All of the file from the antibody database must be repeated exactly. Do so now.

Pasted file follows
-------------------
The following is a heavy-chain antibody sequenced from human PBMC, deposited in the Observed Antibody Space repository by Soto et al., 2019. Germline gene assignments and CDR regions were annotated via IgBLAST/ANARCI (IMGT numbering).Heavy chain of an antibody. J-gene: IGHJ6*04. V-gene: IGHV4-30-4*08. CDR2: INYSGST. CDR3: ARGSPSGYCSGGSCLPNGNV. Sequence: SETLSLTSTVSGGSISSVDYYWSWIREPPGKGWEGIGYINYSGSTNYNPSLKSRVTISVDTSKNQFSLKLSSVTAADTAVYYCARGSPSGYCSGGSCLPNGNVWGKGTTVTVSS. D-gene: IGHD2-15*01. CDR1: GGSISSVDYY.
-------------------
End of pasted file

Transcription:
The following is a heavy-chain antibody sequenced from human PBMC, deposited in the Observed Antibody Space repository by Soto et al., 2019. Germline gene assignments and CDR regions were annotated via IgBLAST/ANARCI (IMGT numbering).Heavy chain of an antibody. J-gene: IGHJ6*04. V-gene: IGHV4-30-4*08. CDR2: INYSGST. CDR3: ARGSPSGYCSGGSCLPNGNV. Sequence: SETLSLTSTVSGGSISSVDYYWSWIREPPGKGWEGIGYINYSGSTNYNPSLKSRVTISVDTSKNQFSLKLSSVTAADTAVYYCARGSPSGYCSGGSCLPNGNVWGKGTTVTVSS. D-gene: IGHD2-15*01. CDR1: GGSISSVDYY.